When the old regional police forces in Scotland handed over their reigns to the supposedly super-duper new central force Police Scotland, there was a bit of a stock taking that had to be done first.
Part of that stock taking was to survey the condition of the buildings and police stations that were being handed over.
And it turns out that dozens were (and still are) crumbling to bits and are in serious need of repair.
In fact 69 buildings across the country were rated as being C which is 'poor' or D which is 'bad' and they will need millions spent on them to bring them up to scratch.
One of the worst is the national police college at Tulliallan in Fife, which is also Police Scotland’s flagship corporate HQ. How embarrassing.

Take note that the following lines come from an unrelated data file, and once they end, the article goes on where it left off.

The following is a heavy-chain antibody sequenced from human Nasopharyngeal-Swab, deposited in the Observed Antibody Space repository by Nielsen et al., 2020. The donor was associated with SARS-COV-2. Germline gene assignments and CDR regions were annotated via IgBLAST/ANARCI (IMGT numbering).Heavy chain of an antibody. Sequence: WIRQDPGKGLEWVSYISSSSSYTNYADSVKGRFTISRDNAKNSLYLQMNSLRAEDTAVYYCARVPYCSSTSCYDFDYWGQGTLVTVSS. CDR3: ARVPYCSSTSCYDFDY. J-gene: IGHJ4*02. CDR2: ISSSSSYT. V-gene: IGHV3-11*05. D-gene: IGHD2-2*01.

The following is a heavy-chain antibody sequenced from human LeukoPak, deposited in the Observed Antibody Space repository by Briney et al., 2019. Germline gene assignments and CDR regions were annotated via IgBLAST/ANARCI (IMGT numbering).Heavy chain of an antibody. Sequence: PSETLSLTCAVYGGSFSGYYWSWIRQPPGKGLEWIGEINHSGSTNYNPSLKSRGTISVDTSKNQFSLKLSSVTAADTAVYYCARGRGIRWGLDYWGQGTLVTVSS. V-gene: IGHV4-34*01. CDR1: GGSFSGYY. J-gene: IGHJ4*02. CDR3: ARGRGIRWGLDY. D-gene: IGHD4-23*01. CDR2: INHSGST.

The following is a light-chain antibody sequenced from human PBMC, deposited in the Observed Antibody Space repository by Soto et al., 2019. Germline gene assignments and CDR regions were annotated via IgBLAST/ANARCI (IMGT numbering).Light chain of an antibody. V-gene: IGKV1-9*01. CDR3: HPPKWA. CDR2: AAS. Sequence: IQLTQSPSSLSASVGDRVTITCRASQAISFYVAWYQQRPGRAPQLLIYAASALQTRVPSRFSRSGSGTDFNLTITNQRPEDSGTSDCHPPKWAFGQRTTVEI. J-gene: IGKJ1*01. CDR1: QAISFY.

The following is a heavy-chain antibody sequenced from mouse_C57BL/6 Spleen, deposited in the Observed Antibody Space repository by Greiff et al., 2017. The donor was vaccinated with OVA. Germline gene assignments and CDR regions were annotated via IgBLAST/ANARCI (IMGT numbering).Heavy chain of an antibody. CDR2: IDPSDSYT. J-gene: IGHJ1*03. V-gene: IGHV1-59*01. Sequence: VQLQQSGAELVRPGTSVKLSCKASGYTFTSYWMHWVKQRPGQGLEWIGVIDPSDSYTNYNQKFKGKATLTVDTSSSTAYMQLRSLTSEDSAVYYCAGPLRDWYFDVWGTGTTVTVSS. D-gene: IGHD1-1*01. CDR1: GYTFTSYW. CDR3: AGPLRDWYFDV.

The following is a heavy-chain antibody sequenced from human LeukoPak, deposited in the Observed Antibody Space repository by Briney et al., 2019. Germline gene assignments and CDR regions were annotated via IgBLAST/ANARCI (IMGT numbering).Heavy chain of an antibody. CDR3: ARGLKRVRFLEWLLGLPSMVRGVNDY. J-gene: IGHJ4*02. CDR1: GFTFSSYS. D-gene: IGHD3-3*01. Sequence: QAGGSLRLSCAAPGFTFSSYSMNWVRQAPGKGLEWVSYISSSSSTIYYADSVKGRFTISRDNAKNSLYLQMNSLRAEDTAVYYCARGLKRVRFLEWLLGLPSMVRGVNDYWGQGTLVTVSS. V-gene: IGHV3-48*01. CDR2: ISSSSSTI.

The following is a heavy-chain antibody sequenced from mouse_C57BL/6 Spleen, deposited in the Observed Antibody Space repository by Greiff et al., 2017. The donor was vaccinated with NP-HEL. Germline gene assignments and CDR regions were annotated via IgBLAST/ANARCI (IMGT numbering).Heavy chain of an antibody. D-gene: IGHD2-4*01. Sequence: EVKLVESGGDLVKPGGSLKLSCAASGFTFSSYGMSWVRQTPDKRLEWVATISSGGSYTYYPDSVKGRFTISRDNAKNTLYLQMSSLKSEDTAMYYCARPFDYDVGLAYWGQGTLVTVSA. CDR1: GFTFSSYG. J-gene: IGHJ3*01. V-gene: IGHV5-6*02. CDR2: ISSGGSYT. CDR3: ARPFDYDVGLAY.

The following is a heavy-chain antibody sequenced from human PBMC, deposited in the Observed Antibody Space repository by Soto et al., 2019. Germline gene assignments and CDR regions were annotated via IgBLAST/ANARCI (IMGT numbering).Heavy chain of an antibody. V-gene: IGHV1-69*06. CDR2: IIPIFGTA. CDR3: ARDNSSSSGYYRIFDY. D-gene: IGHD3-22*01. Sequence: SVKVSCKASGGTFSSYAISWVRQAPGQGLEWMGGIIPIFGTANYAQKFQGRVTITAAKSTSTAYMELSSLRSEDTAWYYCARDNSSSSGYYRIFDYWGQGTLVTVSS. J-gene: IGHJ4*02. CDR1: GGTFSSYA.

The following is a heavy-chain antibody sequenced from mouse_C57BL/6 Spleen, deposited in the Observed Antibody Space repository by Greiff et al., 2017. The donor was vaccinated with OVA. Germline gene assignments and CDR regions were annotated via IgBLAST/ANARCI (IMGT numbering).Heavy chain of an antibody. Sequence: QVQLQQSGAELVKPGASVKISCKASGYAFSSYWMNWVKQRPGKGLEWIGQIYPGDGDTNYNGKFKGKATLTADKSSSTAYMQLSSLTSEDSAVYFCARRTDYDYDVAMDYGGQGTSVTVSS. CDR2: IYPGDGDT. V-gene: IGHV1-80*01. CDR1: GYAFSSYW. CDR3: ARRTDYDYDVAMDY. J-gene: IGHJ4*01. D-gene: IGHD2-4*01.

Some building have asbestos while others cannot utilise modern IT systems.
Many others are in questionable condition.
Many buildings were built in the Victorian era and are not fit for purpose and cannot meet the demands of a modern police service.
OK, so we can see clearly that it's not looking good.
But, just for one moment, let's look again at the above information and instead of using it to describe police buildings, let's try using it describe Police Scotland themselves.
And here's what you get:
Police Scotland is crumbling to bits and in serious need of repair.
Police Scotland has ratings of C which is 'poor' or D which is 'bad'.
Police Scotland need millions spent on them to bring them up to scratch.
Police Scotland cannot utilise modern IT systems.
Police Scotland are in questionable condition.
Police Scotland are from the Victorian era.
Police Scotland are not fit for purpose.
Police Scotland cannot meet the demands of a modern police service.
You know that old saying about how people who are dog owners often look exactly like their dogs?
Who'd have thought that Police Scotland would be just like their buildings.